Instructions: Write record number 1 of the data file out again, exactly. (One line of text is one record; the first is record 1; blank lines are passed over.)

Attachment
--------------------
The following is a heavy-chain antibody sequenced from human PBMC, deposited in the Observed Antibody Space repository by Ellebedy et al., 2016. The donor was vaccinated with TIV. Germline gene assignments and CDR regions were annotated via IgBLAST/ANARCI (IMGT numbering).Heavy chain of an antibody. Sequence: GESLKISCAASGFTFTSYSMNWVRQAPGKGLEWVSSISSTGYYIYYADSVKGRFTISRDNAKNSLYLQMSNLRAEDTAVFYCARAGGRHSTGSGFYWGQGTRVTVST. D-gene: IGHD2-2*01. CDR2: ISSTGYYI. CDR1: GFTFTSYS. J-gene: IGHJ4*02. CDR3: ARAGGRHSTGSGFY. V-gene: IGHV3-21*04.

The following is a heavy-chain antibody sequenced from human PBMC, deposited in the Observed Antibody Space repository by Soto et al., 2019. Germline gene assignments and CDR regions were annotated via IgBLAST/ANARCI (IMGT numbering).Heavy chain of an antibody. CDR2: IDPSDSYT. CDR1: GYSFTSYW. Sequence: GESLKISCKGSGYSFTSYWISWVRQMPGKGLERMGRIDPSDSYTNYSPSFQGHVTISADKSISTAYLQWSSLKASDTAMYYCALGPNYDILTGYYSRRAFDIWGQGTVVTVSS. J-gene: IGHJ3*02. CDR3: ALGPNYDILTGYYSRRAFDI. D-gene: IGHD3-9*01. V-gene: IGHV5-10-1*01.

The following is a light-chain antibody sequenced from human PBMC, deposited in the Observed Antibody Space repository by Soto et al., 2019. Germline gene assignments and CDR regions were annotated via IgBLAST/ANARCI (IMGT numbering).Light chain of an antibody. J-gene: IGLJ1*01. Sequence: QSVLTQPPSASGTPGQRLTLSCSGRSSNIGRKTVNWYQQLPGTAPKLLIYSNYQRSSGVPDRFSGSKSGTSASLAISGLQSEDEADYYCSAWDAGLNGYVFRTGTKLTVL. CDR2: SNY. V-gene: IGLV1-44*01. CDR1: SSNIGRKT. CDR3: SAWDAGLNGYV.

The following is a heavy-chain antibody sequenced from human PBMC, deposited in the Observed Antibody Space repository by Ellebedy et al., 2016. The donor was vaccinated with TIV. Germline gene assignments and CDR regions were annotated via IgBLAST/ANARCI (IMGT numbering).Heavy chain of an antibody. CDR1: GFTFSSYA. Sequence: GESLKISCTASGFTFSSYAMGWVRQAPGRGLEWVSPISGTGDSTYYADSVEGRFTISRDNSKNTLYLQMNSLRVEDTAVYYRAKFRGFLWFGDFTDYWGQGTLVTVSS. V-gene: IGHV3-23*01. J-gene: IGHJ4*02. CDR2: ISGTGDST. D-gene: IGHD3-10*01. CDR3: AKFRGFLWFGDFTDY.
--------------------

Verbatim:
The following is a heavy-chain antibody sequenced from human PBMC, deposited in the Observed Antibody Space repository by Ellebedy et al., 2016. The donor was vaccinated with TIV. Germline gene assignments and CDR regions were annotated via IgBLAST/ANARCI (IMGT numbering).Heavy chain of an antibody. Sequence: GESLKISCAASGFTFTSYSMNWVRQAPGKGLEWVSSISSTGYYIYYADSVKGRFTISRDNAKNSLYLQMSNLRAEDTAVFYCARAGGRHSTGSGFYWGQGTRVTVST. D-gene: IGHD2-2*01. CDR2: ISSTGYYI. CDR1: GFTFTSYS. J-gene: IGHJ4*02. CDR3: ARAGGRHSTGSGFY. V-gene: IGHV3-21*04.